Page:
Originally published on BibleJournal.net
Today’s reading: Exodus 7; Luke 10; Job 24; 1 Corinthians 11
When Pharaoh shall speak unto you, saying, Shew a miracle for you: then thou shalt say unto Aaron, Take thy rod, and cast it before Pharaoh, and it shall become a serpent. – Genesis 7:9
When I used to read this I would think, “Why would God associate with a serpent? Aren’t they bad, like Garden of Eden bad? Why choose this as a miracle?” When posing these types of questions about the Exodus event to a good friend and he pointed me in the right direction and encouraged me to make a study of finding answers. Here are some of the answers I found in my studies.
Why turn the rod into a serpent? Why a serpent? Have you ever seen Pharaoh’s headdress? Recall the cobra at the crown of Pharaoh’s head. In Egyptian culture, the serpent represented spiritual authority. The serpent on Pharaoh’s headdress was a statement that he held supreme spiritual authority. When Moses turns the rod into a serpent it is much more than a miracle, it is a statement that Moses through God had the spiritual authority. Pharaoh’s whole existence was based on the fact that he was god. The one and only true God sent Moses to put Pharaoh in his place. I have come to believe that this was a statement and a warning of things to come.
Why I AM WHO I AM? When Moses asks God, who he should say sent him, God says to tell them I AM THAT I AM sent you. According to ancient Egyptian culture and beliefs, there was one god who was self-existent, whom all the other gods came from, and who was the king of their gods, they called him Amun. I AM is from the Hebrew יְהֹוָה meaning “I am the existing one”. Or put another way, nothing besides myself contributed to my existence. So when Moses called out to Pharaoh that I AM says let My people go, Pharaoh knew to pay attention.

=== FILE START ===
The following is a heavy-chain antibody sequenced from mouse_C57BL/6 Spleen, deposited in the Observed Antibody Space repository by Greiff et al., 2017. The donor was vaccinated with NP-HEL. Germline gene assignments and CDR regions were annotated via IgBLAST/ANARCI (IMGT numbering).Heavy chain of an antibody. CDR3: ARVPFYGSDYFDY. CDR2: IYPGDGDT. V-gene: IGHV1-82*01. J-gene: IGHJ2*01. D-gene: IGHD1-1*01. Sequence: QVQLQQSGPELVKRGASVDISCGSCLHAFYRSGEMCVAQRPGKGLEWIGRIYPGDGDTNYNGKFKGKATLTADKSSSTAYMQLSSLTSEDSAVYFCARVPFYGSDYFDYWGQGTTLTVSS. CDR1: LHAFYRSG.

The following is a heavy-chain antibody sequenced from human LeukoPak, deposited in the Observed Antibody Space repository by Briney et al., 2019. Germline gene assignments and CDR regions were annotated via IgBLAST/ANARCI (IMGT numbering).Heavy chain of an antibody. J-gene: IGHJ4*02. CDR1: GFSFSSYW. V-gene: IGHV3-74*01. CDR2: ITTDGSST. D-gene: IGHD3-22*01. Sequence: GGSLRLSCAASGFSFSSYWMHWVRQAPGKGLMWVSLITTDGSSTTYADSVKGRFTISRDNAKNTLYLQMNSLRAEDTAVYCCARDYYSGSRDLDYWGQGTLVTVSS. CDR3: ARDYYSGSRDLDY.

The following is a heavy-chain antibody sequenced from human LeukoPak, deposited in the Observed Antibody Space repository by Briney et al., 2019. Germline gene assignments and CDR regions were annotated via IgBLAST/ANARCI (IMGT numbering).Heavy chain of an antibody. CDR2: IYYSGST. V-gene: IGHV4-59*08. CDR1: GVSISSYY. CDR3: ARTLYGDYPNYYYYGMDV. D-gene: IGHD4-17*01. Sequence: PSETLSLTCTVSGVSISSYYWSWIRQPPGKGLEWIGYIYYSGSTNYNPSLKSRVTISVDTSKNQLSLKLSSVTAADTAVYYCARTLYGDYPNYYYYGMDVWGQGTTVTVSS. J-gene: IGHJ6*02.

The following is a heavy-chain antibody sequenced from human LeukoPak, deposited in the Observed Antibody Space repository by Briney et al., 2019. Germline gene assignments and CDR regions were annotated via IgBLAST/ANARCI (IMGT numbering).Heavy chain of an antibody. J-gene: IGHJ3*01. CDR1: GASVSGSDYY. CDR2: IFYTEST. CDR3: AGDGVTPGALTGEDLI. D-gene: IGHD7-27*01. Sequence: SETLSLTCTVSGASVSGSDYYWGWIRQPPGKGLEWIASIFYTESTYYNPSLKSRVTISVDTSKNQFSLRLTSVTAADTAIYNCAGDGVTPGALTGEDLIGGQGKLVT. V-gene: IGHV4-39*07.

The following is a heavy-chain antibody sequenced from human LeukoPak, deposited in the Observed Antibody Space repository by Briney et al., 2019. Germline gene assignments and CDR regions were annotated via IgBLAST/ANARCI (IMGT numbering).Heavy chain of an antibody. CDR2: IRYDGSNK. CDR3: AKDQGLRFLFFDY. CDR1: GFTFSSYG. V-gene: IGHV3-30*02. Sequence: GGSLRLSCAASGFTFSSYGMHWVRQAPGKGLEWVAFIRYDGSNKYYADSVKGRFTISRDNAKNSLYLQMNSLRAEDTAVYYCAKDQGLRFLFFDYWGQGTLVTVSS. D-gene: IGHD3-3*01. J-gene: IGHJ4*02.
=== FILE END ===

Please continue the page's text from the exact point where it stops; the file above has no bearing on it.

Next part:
Why the 10 plagues that were chosen? One of my friends likes to refer to the 10 plagues as the 10 smackdowns. Let me explain. The 10 plagues start off by turning the Nile into blood. Interestingly enough the Egyptians worshiped gods such as Khunum, the god, and guardian of the Nile. The plagues continue on, picking off Egypt’s top gods one after another and in groupings. The more I study them alongside the plagues the more amazing the event becomes. God has all the authority and He did not leave a shred of doubt to that end.
The 10 plagues end with two of the most affront attacks on Egyptian beliefs. The 9th plague is directed toward two Egyptian gods, or rather one combined god. Amun and Ra combined to Amun-Ra. Amun, mentioned above, was believed to be the creator of all other gods and the king of the gods. He was somehow combined with Ra, the god of the sun, to form some sort of super false god, Amun-Ra. The 9th plague blotted out the sun as if to say “I AM is here to say your mega super false god does not have any spiritual authority.” Lastly, the 10th plague targets the god who is most real and most highly worshiped to the Egyptian people, Pharaoh himself. Considered to be the son of Ra, this plague takes the next in line, cutting off the lineage of the people’s greatest connection to their gods.
The night before the 10th plague, approximately 600,000 Israelites households killed, cooked by open fire, and ate a goat or a sheep. The Egyptians worshiped these too. Thier king of the false god’s Amun was depicted with a rams head among others like Khnum. It is interesting to note that the requirement was to cook the animals on an open flame and they were specifically instructed not to boil them. Imagine the aroma throughout the land. That’s one big, offensive BBQ. Note they didn’t pick up their lamp chops from Walmart. Slaughtering 600,000 animals didn’t go without notice amongst the Egyptians.
A bit of history. Interestingly enough, in 1400 BC, about 50 or so years after the last plague, a changed Egypt into a monotheistic culture claiming there was only one true god and pointing to a “war” among the true god and the other 1,000 plus false gods, in which the false gods were destroyed. Temples and statues of the false gods were abandoned and even destroyed. A new city was built and dedicated to this one true god. No images of the god were allowed to be created. No worshiping of the other false gods was allowed, with strict enforcement in the new Egyptian capital city.
Amidst other societal and political pressures, many high standing priests lost their power. After Pharaoh Akhenaten died and his son, Pharaoh Tutankhamun A/K/A King Tut, took power, working with his advisors they returned the Egyptian people to their polytheism roots. But the history of Egyptian culture’s brief encounter with a monotheistic belief structure remains. The more I study the history behind this event, the more I find that the truth cannot be denied.